A personal introduction
An artist could find genial occupation for years; but your matter-of-fact … tourist would vote the place slow, of course, see nothing in it, and sigh for a future of broad streets and civilisation, broad-cloth, bottled beer and blacking; and from such revilers of the picturesque I trust a kindly Providence may long deliver the quaint, queer, rambling old Arab town of Zanzibar.by J F Elton, Travels and Researches among the Lakes and Mountains of Eastern and Central Africa (1879)
Zanzibar is one of those magical African names, like Timbuktu, Casablanca and Kilimanjaro. For many travellers, the name itself is often reason enough to come. Yet although expectations run high, awareness of the reality on Zanzibar and its neighbouring islands is often rather hazy.
Like many visitors, we discovered the islands only recently. We both had friends who had sailed from the mainland Tanzania to Zanzibar, and returned eulogising about the intoxicating aroma of spices, the amazing beaches, and just how cheap it was – but somehow neither of us made it there.
When we eventually visited in the early 2000s, stylish lodges were starting to flourish alongside backpackers' beach hideaways, and flights around the islands were becoming easier. On that first trip we also discovered Mafia – a smaller and quieter archipelago to the south, with fewer visitors, spectacular diving, and a more recent accessibility.
It's now five years, and many trips, since our first encounters, but the magic remains. It's impossible not to smile as you approach from the air, looking down on sparkling turquoise waters, darkened only by patch reefs, and punctuated by the billowing triangular white sails of passing dhows. Then, as you step off the plane, Zanzibar's blend of warmth, humidity and aromatic spices envelops you in the exotic.
Palm-lined stretches of powder-white coral sand line the coast for miles. Below the waves, iridescent fish flit amongst brightly coloured coral gardens, overshadowed by the occasional pelagic looming out of the blue from the depths of the Indian Ocean. From the turtles that nest here, to the whale sharks seen annually off Mafia, there is always something unexpected awaiting the diver and snorkeller.
On land, too, take the time to look beyond the gaze of most visitors. It may not always be easy, but it's worth it. While researching this guidebook, one particular day started off in much the same way as any other: we'd progressed slowly along the coast, wishing for the time to take a dip in the sea, but instead stopping at every hotel from backpackers' dives to exclusive lodges. Some were good and some bad. On leaving one that was just plain ugly, a man on the back of a scooter shouted to us, 'Are you the guidebook authors?'
We stopped to talk, and as we listened the situation became clear. Mr Mustafa was a village elder who had had worked as a driver for the government around Zanzibar Town. Several years before, he'd set up a small project to preserve an area of native forest: Ufufuma Forest Reserve. Prior to arriving for this trip, we had tried to contact him about the project, but we'd heard nothing and so given up on him. Meanwhile he'd waited patiently for us to come and see him on the island. When we didn't arrive, he had eventually persuaded a friend to drive with him and help scour the coast for us.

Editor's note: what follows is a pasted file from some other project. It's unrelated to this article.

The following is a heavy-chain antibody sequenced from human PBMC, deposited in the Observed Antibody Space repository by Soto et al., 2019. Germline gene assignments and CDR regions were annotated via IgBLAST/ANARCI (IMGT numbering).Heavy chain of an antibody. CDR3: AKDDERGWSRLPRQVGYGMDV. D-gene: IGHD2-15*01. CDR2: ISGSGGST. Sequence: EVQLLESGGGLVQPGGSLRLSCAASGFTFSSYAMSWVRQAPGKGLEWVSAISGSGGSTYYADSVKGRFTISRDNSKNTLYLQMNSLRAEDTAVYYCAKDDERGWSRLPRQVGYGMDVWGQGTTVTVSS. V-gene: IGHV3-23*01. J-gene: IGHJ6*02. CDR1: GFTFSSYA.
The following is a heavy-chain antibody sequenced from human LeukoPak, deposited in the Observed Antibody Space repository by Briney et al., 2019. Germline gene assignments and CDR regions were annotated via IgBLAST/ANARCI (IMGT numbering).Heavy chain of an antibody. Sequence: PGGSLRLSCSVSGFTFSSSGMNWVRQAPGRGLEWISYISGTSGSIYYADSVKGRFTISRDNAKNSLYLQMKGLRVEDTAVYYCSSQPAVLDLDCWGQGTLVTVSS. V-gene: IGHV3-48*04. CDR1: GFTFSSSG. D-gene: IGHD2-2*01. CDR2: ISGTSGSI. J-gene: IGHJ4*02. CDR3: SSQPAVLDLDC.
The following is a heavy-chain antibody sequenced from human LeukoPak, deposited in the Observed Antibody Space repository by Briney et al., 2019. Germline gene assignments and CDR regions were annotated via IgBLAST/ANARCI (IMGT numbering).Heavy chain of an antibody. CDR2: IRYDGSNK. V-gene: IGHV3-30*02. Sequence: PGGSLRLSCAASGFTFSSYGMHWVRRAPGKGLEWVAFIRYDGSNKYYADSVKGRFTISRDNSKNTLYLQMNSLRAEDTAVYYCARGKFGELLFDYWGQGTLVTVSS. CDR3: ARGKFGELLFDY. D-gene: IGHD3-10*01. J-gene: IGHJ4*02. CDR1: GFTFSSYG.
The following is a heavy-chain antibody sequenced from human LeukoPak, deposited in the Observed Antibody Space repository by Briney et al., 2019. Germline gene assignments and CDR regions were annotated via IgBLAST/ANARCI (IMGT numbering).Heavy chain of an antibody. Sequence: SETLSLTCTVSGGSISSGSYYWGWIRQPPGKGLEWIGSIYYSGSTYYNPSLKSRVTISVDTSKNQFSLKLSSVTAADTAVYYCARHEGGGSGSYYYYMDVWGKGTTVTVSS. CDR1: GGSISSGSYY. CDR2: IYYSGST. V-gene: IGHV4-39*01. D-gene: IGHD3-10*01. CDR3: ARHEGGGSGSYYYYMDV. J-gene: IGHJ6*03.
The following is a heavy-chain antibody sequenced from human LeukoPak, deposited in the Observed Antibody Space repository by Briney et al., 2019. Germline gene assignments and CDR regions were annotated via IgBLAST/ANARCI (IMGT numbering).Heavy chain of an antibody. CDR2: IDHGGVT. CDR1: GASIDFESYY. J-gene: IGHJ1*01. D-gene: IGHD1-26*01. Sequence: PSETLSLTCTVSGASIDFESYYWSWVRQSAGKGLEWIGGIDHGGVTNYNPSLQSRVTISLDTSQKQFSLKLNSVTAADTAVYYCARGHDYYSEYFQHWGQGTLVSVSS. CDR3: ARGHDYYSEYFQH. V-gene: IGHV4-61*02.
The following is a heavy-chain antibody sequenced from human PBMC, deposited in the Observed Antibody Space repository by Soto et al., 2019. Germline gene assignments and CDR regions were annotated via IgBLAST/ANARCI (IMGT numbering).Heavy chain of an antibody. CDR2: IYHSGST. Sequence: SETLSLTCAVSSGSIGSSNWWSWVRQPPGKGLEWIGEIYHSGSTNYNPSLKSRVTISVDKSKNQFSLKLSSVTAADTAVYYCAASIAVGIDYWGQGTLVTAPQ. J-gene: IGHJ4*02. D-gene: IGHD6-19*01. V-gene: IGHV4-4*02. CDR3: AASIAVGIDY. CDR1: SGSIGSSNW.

We took that next afternoon off, away from the beach lodges, to visit his beloved reserve. Clambering through Ufufuma Forest that day, we saw why he had been so passionate about it. We followed him, and his fellow guides, through the forest, finding Kirk's red colobus monkeys, identifying trees used for local medicines, and stopping to explore several sacred caves that are used for local ceremonies. Mr Mustafa explained why it was so important to let the world know about Ufufuma Forest. His village had a history and a culture that was bound to the forest. It was vital to protect this, and if visitors could only come and see it, they hoped that it would bring in some much-needed cash to their economy – and stop others from cutting down the trees for firewood. Like many rural Zanzibaris, the villagers at Ufufuma were not rich; yet we felt both privileged and humbled to spend time with them. Their enthusiasm and warmth was infectious, and made this one of our favourite days on Zanzibar.
The message is clear: for some of the best experiences, get off the beaten track, perhaps with some of the islands' residents. Backpackers might feel the pull towards the popular low-budget haunts around Kendwa and Nungwi, but there are also some great (and equally inexpensive) places to stay on Zanzibar's east coast – which don't throng with budget travellers, and where your welcome will be all the more genuine.
Don't discount the less well-known areas of Zanzibar, Pemba Island or the Mafia Archipelago. The stunning new Fumba Beach Lodge in southwest Zanzibar is trail-blazing a new part of Zanzibar in some style; ecologically sound places like Chumbe Island demand a close look, and on Pemba – where tourism is scarcely in its infancy – an altogether slower pace of life beckons. While for those who want to escape to simple, small lodges with great diving and snorkelling, the handful of lodges on Mafia are already becoming firm favourites.
These islands now receive more than 100,000 visitors every year; about one in every fifty is likely to have a copy of this guide. We hope it helps you to get there, to choose the right places to stay, and to make the most of your time on the islands. But more than that, we hope that it will give you the confidence to venture off on your own, away from the lodges that we've so carefully described, to explore and to meet people like Mr Mustafa, and his community at Ufufuma – for their sake, as well as for the good of your holiday.